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When the songwriter Irving Berlin sat down in 1915 to write his well-loved ditty "I love the Girl on the Magazine Cover", we have no doubt that it was the Christy Girl who inspired him. The Christy-Girl, so-called, was the creation of the American commercial illustrator Howard Chandler Christy (1873 1952) who placed her famous mug on thousands of magazine covers, newspaper ads and billboards throughout the entire period of the Guilded Age.

The file attached herein consists of two articles from 1918, both pertaining to recruiting posters; one for the U.S. Navy and the other for the Marines. In the interest of national security, the Christy-Girl is depicted as a cross-dresser in both of them, and the sailors loved it; they preferred to call her "Honey Girl", and that name fit her just fine.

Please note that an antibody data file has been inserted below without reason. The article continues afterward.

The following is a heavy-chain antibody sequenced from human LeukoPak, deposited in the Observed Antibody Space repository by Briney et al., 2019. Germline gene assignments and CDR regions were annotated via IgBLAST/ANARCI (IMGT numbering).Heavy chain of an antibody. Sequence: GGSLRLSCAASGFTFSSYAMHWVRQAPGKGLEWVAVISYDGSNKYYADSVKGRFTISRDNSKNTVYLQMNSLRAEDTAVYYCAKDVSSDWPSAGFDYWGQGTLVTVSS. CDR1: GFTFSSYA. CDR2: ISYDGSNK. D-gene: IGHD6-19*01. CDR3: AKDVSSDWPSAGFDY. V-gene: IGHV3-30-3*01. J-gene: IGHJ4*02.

It mattered little at the time what the icon was called, but you can be sure that the Kaiser and his staff must have grown weak in the knee when they learned that she, too, had received her orders to deploy.

Click here to read mare articles about W.W. I posters.


The 'Christy Girl' at War (Sea Power Magazine, 1918)

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